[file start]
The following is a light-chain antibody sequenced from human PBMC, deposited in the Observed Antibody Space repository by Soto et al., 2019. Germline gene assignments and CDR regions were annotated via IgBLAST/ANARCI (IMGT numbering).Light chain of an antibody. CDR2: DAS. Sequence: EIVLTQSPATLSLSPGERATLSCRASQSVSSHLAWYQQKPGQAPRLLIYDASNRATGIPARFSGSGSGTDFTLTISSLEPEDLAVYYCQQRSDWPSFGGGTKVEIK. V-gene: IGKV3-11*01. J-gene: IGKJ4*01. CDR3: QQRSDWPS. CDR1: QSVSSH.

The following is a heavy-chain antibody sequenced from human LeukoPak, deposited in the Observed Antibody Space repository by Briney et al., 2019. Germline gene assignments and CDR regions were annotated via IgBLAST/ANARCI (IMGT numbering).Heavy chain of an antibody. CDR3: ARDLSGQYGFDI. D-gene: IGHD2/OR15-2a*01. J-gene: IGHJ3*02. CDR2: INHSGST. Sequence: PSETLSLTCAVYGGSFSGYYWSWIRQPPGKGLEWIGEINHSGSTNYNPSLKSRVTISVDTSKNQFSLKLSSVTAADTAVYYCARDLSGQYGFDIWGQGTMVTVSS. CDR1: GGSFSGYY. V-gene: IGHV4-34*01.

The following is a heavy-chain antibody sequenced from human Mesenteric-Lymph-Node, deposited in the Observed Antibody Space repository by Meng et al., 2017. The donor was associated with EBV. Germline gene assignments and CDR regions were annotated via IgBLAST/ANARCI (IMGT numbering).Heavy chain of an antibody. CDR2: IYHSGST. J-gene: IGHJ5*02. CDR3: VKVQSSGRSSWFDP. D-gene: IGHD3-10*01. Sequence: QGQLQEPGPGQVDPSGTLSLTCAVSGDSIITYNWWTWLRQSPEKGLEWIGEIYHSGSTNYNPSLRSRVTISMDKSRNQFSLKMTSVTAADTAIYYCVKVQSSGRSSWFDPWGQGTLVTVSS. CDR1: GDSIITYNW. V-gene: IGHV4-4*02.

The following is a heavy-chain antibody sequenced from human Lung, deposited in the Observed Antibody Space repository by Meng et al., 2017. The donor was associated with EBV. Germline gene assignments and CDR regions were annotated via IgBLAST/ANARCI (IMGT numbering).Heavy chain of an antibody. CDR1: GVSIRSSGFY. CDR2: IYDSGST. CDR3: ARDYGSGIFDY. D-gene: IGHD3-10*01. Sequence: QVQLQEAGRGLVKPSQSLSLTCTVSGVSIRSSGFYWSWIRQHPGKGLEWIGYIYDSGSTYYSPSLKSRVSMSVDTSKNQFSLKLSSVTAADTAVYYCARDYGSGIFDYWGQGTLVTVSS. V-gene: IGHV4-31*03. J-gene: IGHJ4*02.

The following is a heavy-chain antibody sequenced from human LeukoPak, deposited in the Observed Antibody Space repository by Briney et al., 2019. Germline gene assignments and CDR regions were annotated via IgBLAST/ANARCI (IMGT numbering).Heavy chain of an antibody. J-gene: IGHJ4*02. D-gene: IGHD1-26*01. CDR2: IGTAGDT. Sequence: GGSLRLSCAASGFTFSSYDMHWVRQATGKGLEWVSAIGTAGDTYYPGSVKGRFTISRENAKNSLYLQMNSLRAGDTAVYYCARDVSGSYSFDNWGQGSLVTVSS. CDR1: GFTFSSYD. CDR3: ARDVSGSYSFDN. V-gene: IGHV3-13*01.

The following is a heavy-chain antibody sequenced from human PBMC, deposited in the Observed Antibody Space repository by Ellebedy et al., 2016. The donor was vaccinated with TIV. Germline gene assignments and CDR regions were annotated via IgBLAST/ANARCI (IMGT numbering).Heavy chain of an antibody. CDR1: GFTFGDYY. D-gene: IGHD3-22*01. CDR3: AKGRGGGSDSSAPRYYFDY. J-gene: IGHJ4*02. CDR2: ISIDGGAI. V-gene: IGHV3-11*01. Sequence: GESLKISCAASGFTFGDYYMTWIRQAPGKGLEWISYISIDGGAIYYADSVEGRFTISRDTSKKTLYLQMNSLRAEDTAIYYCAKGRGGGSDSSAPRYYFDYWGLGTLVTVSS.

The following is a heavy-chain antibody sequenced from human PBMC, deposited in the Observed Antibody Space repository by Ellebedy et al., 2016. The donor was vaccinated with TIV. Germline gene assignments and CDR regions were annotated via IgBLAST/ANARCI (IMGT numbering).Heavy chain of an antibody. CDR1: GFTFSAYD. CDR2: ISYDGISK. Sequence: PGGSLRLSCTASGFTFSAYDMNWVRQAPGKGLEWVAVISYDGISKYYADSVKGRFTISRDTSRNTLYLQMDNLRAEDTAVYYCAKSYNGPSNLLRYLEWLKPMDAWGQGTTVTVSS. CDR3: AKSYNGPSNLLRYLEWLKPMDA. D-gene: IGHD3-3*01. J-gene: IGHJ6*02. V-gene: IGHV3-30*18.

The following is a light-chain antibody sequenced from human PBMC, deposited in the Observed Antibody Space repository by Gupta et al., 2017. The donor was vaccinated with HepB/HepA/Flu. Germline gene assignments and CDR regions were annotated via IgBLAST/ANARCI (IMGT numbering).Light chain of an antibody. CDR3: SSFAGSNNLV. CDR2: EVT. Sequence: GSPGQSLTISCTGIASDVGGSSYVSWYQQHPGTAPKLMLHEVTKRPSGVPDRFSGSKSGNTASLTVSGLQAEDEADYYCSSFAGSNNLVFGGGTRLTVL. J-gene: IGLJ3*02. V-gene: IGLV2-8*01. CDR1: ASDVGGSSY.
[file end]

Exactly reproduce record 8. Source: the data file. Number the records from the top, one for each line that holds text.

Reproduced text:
The following is a light-chain antibody sequenced from human PBMC, deposited in the Observed Antibody Space repository by Gupta et al., 2017. The donor was vaccinated with HepB/HepA/Flu. Germline gene assignments and CDR regions were annotated via IgBLAST/ANARCI (IMGT numbering).Light chain of an antibody. CDR3: SSFAGSNNLV. CDR2: EVT. Sequence: GSPGQSLTISCTGIASDVGGSSYVSWYQQHPGTAPKLMLHEVTKRPSGVPDRFSGSKSGNTASLTVSGLQAEDEADYYCSSFAGSNNLVFGGGTRLTVL. J-gene: IGLJ3*02. V-gene: IGLV2-8*01. CDR1: ASDVGGSSY.